Fix for broken Naim CDX - laser unit I think

My CDX now refuses to play any CDs at all having previously played some sporadically. I think the issue is the VAM 1205 mech in the pull out drawer. When you put in a CD it doesn’t seem to be moving now when the drawer is closed and you press play. In the past when you opened the drawer it would still be spinning even if it didnt actually play. So its hard to say if the laser is faulty or the mechanism that spins the disc? Or is this all part of the same assembly. I dont think Naim can service the CDX now to fix this issue as I have checked before. Am I correct in thinking that you can source replacement laser units on ebay etc and if so are these suitable for a diy instal? If so could anyone point me to the correct source for the CDX and also describe clearly how you replace the part that would be most appreciated. For the avoidance of doubt the front fascia light up and when I press play I get “Err” each time now with no music at all. thanks

I had this “Err” problem previously with my CD5 years ago, so recalling the specifics is quite difficult.
I bought a replacement mechanism from China, did a DIY fitment and it worked for a while but then became intermittent.
I got tired of taking it to pieces in the end, so just lived with a workaround that I found.

I think that it just wants the laser height setting up properly, as it still works if you hold the tray vertically whilst pressing play.
This gets past the initial start up phase that reads the disc.

I’d be surprised of Naim would refuse to fix it… is that a fact?

It’s not that Naim would refuse to fix it. It’s just that if OEM parts aren’t available, they can’t fix it. Owners finding workarounds is fine, just be careful about going too far with the DIY and breaking forum rules.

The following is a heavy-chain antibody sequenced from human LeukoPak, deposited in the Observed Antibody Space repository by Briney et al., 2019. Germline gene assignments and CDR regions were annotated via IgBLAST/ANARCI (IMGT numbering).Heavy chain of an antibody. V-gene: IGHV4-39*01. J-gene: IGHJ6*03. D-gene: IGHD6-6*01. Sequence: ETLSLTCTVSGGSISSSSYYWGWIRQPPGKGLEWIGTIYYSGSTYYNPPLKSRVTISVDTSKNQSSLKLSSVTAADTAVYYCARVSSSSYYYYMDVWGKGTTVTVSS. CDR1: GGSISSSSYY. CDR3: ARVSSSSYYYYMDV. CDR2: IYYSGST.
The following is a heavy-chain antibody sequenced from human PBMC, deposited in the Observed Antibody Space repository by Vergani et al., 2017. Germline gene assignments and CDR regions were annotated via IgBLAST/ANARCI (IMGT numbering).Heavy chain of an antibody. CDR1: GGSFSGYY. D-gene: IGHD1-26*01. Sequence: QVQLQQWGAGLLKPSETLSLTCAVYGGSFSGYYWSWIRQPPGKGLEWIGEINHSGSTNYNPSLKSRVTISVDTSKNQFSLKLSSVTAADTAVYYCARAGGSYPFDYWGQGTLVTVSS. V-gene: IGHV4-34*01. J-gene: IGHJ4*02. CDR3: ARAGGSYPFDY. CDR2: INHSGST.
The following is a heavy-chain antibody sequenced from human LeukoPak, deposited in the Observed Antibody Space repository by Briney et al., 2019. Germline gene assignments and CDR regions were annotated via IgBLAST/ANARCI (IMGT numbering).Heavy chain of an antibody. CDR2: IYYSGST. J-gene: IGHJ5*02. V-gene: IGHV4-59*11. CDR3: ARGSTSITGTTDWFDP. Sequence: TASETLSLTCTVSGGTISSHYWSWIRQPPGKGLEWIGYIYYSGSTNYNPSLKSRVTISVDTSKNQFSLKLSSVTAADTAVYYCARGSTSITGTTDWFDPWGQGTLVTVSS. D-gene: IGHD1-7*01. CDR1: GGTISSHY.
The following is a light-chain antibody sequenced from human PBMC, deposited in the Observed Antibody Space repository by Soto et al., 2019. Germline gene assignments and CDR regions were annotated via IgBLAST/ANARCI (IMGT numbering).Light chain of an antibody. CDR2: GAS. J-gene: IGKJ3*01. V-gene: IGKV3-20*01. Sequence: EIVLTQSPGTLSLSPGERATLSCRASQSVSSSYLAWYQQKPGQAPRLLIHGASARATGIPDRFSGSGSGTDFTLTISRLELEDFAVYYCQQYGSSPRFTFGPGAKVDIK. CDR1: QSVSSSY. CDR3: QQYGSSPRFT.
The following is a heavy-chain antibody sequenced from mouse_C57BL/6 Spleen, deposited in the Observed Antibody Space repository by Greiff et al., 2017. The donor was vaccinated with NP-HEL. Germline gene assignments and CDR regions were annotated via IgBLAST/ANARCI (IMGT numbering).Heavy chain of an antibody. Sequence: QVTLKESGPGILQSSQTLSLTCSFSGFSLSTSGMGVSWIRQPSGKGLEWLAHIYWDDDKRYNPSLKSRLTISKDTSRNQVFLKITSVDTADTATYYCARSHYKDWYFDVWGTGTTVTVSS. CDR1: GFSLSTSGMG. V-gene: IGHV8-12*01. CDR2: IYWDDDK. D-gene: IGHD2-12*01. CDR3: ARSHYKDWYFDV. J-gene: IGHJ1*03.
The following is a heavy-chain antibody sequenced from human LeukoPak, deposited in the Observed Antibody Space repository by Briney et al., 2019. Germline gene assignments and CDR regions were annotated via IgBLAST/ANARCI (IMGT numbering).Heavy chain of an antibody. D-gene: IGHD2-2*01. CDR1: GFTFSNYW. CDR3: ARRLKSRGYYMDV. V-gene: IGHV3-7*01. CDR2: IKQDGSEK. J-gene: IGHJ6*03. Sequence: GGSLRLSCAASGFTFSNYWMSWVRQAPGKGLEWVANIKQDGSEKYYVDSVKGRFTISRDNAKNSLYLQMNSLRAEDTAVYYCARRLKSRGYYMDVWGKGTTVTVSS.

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Out of interest i was talking to a Chord electronics manager this week and in discussion had not realised that the Chord Blu mk 2 cd player/mscaler had been discontinued. Apparently their source of Phillips cd pro mechanisms had expired.
I mentioned Stream unlimited the company formed by ex Phillips cd engineers. He could not be certain, but thought they had discussions……anyway Chord seem to be in the same boat as Naim, nothing seems to come close to the Phillips mechanisms?

When you look at the cheap optical drives in NAIM’s rippers, it always surprises me that they limit themselves to such failure-prone mechanisms in their CD players(?)

In my experience that is the very nature of hifi quality CD mechanisms. I’ve only had two (I didn’t get a CD player until about 1989, the sound quality of early CD players being wholly unsatisfying) - neither being Naim players, and both only lasted for about 10 years before the mechanisms had deteriorated and the players needed replacing. (That was part of the reasoning for my switch to streaming: no need ever again to have the lifetime limit of CDPs affect my musical enjoyment.)

The TEAC drives in the Uniti Core and Star are for data. Makes sense when ripping to use data drives with very high read rates. Though off the shelf, those drives are not expensive, the TEAC optical drives are among the best out there. Bettered only by Pioneer I expect but the Pioneer drives don’t come in slim slot loading form factor and would push the cost (and size) of those Uniti products up considerably.

If only it were that simple, IB.
I do a reasonable amount of streaming but it does break my heart that at the end of the day the artists are not being remunerated enough and major corporate companies are munching most of the profit.
Also, let’s face it, just like any other commodities, eg: cars, you cannot expect CD players to last forever without a good service.

But don’t forget domestic streaming. A whole move to streaming might also mean this. I rarely if ever play a physical CD. By the same token, I don’t use online streaming services either, yet streaming accounts for 85% of my music listening (the other 14.99% being vinyl).